Adding years to your life
Aruti Nayar

These senior citizens are as young as they feel and are bubbling with energy, thanks to the regular vacations that they take. They bust many a myth about ageing

Harbir Singh (second from left) and her friends savour the adventurous Kenyan experience
Harbir Singh (second from left) and her friends savour the adventurous Kenyan experience
Shashi Kapoor, Boza Singh, Zarina, Neena Singh and Sindoor Virick on a trip to Tangmarg
From left: Shashi Kapoor, Boza Singh, Zarina, Neena Singh and Sindoor Virick on a trip to Tangmarg

They are giggling like teenagers as they exuberantly plan their next international vacation to Australia. The youngest in the group is 69 and the eldest 76. Despite age-related ailments, they are determined to add more life to their years. And for the past decade or so they have planned their vacations, (two domestic and one international) with a gusto that is as contagious as it is admirable.

Meet the gang: Seventy-five-year-old Harbir Singh, who retired as a warden of a girls college in Chandigarh. Barjinder Ranu (69), a national-level basket ball player and coach who went as far as Kerala to train sportswomen. Usha Sharma (76), a homemaker who discovered her talent for dancing late in life. Surjeet Kaur (74), an Army wife and a committed social worker devoted to working for senior citizens. The "baby" of the group is 64-year-old Promila Mahna, who runs a paying guest accommodation in addition to doing social work.

They are always there for each other and their companionship is a cushion against the ups and downs of life. Throughout their working life, they were bogged down by domestic chores and the need to be caregivers and nurturers. Their multiple roles as wives and mothers or career demands kept them on their toes, leaving little time for themselves. It was only after they retired and children had grown up and moved out and away did they think of living for themselves. Destiny brought them all together as they met while working for the senior citizens. Then began a partnership as they undertook package tours to different countries.

They enjoyed themselves so much that it became an annual fixture. As Harbir puts it, "I have a contract with God, before you call me, please do let me see the world!"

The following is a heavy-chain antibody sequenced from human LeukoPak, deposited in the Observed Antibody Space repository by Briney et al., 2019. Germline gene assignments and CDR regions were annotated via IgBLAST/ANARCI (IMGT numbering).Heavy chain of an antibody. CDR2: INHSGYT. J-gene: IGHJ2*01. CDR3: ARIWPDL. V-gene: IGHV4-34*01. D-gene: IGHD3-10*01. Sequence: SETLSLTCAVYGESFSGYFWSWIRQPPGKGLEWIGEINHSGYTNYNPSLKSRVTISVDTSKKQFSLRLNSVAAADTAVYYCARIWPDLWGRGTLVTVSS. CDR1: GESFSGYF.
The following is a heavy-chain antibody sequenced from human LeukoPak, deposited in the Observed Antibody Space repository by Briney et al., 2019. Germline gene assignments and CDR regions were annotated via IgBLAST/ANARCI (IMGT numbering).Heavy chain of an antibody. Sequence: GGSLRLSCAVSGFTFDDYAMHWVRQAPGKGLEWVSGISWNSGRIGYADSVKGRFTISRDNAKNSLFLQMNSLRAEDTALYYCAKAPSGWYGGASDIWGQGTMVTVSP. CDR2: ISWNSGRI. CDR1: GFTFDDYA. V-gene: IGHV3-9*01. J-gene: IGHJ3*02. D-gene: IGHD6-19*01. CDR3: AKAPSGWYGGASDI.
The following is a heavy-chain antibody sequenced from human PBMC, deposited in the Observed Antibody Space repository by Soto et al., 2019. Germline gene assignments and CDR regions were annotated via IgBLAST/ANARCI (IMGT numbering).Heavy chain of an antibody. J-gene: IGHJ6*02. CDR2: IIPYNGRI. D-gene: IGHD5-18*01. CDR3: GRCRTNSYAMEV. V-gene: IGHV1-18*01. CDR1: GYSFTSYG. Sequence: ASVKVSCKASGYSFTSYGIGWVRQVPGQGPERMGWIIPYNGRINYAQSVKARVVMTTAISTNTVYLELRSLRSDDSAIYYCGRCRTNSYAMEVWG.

So they have enjoyed the sights and picturesque ambience of the Pyramids in Egypt, the pristine charm of Switzerland, the majesty of the Great Wall of China and the Kenyan safari. In fact, while on a cruise, two of them were adventurous enough to try out the Titanic pose.

Closer home it is the Andaman Islands, the idyllic North-East, the remote Siachen and the backwaters of Kerala. As Surjeet puts it, "When we travel with our children, we are the oldies, more responsible ones but when we go out together we are like a bunch of teenagers. You can say we are all sweet 16!"

Another group of old friends who believe in living it up is headed by 74-year-old Neena Singh, who has set up an NGO Disha Foundation to facilitate education of less privileged children in Kolkata. A revered teacher who has not only taught but also mentored scores of students, Neena’s school trips were looked forward to when not many parents allowed girls to travel alone. After being bitten by the travel bug, she makes it a point to plan holidays to see each and every part of the country with buddies Rekha Seth, Rashmi Suri, Shashi Kapoor, Zarina, Boza Singh, Sindoor Virick and Manjulika Sen. "It is like travelling with your khaandan." The group has been to many exotic locations and had memorable vacations from Kashmir to Kanyakumari! Interestingly, unlike Harbir’s Chandigarh-based group, two of Neena’s friends are in Delhi, one in Chandigarh, four in Kolkata and one in Chennai, yet they manage to coordinate and have a swinging time. The average age of the group is 75. The recent trip to Leh was a super success because they followed the precautions for acclimatisation and were armed with their homeopathic medicines. Neena’s niece plans the nitty gritty of the trip online and ensures that the senior citizens are taken care of. They stagger their stay from a five-star to a homestay to a heritage property or a budget hotel. There are no hard- and-fast rules. If one of them does not want to see the sand dunes, she can relax and be by herself and read a book. A young woman came up to Neena in Leh and said, "Can I photograph you? I want to show your photograph to my mother so that she, too, can travel the way you are doing!"

Do not postpone the desire to see new places. Age is no bar to exploring the unknown terrain, in fact with age, like good wine, the experiences get better.